“That Apparition, Sole of Men”

On June 15, 1822, Jane Williams claimed to have seen a doppelgänger of her friend Percy Bysshe Shelley. Two, in fact. Mary Shelley described the episode in a letter:

She was standing one day … at a window that looked on the Terrace with [Edward] Trelawny — it was day — she saw as she thought Shelley pass by the window, as he often was then, without a coat or jacket — he passed again — now as he passed both times the same way — and as from the side towards which he went each time there was no way to get back except past the window again (except over a wall twenty feet from the ground) she was struck at seeing him pass twice thus & looked out & seeing him no more she cried — ‘Good God can Shelley have leapt from the wall? Where can he be gone?’ Shelley, said Trelawny — ‘No Shelley has past — What do you mean?’ Trelawny says that she trembled exceedingly when she heard this & it proved indeed that Shelley had never been on the terrace & was far off at the time she saw him.

Two weeks later, Shelley drowned in the Bay of Spezia.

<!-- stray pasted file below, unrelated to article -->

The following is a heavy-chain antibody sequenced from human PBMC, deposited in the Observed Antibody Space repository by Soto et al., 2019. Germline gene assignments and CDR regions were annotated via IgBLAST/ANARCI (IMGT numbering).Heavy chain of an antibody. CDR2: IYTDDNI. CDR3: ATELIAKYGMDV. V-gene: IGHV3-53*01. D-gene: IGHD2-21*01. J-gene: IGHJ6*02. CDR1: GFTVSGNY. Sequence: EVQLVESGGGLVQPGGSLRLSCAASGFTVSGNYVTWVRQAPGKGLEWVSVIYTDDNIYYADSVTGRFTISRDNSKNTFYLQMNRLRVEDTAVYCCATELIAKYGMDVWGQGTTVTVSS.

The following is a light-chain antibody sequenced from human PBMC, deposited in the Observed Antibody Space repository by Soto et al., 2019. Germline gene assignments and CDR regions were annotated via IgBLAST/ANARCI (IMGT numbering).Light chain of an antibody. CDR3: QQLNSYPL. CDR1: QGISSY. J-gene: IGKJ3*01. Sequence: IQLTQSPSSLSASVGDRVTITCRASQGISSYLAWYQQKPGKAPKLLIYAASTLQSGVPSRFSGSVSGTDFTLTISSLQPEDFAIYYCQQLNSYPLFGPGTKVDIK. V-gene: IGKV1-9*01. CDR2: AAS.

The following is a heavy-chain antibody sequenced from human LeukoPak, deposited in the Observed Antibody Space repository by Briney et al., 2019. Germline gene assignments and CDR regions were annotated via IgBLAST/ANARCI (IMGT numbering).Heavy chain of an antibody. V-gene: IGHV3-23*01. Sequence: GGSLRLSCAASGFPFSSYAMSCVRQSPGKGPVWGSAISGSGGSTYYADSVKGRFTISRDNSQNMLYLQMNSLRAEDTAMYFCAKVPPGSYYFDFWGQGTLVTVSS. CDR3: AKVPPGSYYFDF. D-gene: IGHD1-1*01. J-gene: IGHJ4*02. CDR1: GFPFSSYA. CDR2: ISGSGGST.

Christian Henry Heinecken, born at Lubeck, in 1721, spoke his mother tongue fluently at ten months of age; at one year old he knew the principal events of the Pentateuch; in two months more he was master of the entire histories of the Old and New Testaments; at two years and a half he answered the principal questions of geography, and in ancient and modern history. He spoke Latin, French, German, and Dutch with facility before the commencement of his fourth year. His constitution was so delicate that he was not weaned till a few months before his death which occurred in 1725.

Bizarre Notes & Queries, April 1886

The Old Man of the Lake


In his 1902 geology of Oregon’s Crater Lake, Joseph Diller mentioned that he’d seen a great stump bobbing vertically in the lake six years earlier, in 1896.

It’s still there. Apparently the lake is so cold that it’s preserved the 30-foot stump for more than a century. And the “old man” is pretty spry: In 1938, when the sketch above was made, the log wandered more than 62 miles in one three-month period.

Triple Play


Jesse James once sought shelter at a lonely farmhouse. The widow there apologized for her poor hospitality. She said she had very little money and despaired of paying the debt collector, who was coming imminently to demand $1,400.

James gave her $1,400 and told her to get a receipt. Then he hid outside and watched the road.

The debt collector arrived, looking grim, and entered the house. A few minutes later he emerged, looking pleased.

James accosted him, took back the $1,400, and rode off.